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pragma solidity >=0.5.0 <0.7.0;
contract Example{
    uint256[3] x;
    function setArr(uint256[3] memory y) public returns(uint256[3] memory){
        x=y;
       return getArr(x);
    }
    function getArr(uint256[3] storage z) internal pure returns(uint256[3] memory)
    {  return z;
    }
}
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Short answer:

There is no syntax that will do that, by design.

Long answer:

The "why" of it relates to the EVM having different constraints than a CPU.

uint256[3] storage z is a storage pointer. That means it is represented by a single 32-byte pointer to a logical slot and the rest of the storage layout is implicit. It also means the function is inaccessible from outside the contract. Nothing outside can be trusted to refer directly to storage locations.

uint256[3] memory is a memory variable. These are transient and they don't persist after the function runs. This hints at the underlying fact that they live somewhere else. They're in the memory space, not the storage space.

So ... to get from storage to memory means copying data. It's not done automatically for (at least) two reasons.

  1. Too much voodoo would discourage the design of efficient contracts. An idiomoatic approach here, or a loop if there are significantly more than three makes clear to the developer that work is happening. Reading, copying & writing.

You could:

function getArr(uint256[3] storage z) internal pure returns(uint256[3] memory x) {  
  x[0]=z[0];
  x[1]=z[1];
  x[2]=z[2];
}

That makes it clear.

for(uint i=0; i<3; i++) { ... would also do it, but more expensively owing to the need to update and check i's state and jump around. That leads to the second reason which is, IMO, more fundamental.

  1. A process like that has O(n) complexity, meaning the compute cost is directly proportional to the length of the array. Unbounded loops are a gotcha that can make a contract seem to work and then fail at scale. Iteration and recursion are powerful tools when compute power is essentially unlimited but they are deadly in a setting with hard caps on the computing resources available. That causes one to rethink what the contract should be doing. https://blog.b9lab.com/getting-loopy-with-solidity-1d51794622ad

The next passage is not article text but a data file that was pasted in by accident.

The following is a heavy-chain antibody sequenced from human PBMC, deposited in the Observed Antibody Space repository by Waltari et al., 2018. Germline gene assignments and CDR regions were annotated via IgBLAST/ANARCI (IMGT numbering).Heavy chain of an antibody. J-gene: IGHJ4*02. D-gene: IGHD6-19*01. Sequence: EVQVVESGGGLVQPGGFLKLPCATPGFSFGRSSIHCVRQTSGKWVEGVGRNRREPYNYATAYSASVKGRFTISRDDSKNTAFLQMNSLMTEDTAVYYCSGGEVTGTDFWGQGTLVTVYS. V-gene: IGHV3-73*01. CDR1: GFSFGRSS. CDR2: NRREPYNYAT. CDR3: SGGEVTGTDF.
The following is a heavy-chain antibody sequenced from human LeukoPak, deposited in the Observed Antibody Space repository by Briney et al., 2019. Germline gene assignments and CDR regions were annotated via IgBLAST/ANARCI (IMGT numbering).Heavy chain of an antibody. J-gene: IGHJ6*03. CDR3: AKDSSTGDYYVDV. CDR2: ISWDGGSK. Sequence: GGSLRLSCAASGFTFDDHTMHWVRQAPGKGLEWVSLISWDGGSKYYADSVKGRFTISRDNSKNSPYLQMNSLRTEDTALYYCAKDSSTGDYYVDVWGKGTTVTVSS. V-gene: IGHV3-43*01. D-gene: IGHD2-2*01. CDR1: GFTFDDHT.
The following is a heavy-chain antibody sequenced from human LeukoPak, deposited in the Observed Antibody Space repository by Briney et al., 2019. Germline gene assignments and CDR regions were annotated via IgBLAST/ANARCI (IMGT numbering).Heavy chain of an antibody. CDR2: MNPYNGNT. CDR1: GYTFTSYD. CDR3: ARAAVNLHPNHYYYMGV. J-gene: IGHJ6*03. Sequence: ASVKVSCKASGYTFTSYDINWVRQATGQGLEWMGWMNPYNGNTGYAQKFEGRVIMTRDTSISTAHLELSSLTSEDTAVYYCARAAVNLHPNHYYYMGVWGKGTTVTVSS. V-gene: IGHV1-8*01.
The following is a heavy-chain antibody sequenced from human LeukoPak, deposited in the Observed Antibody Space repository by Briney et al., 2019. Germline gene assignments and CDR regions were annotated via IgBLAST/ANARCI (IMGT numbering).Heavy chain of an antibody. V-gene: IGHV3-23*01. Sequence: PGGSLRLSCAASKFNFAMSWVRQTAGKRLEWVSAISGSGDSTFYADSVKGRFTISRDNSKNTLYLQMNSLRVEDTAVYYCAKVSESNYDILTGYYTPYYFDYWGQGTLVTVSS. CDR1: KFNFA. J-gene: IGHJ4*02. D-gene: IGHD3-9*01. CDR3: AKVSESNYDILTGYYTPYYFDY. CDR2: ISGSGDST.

That issue would not go away if the compiler had high-level grammar to help translate intentions into OPCODE. Everything in the EVN has a fixed cost for a fixed unit of work and this principle is also apparent in the high-level languages. In other words, if there was an explicit or implicit "copy array" function, it would be very dangerous.

Hope it helps.

| improve this answer | |
  • The answer is not correct. The code does compile and it works as expected. The problem is that setArr is function called within a transaction so the returned value is not easily accessible off-chain (you have to execute a traceTransaction). – Ismael Jul 29 at 18:02
  • please can you expand on this as i have just started learning about blockchain? Thanks – user61878 Jul 29 at 18:36
  • Ismael has a good point. There is another problem if you are expecting to access return values while setting with a transaction. This is also important: blog.b9lab.com/… – Rob Hitchens Jul 30 at 2:17

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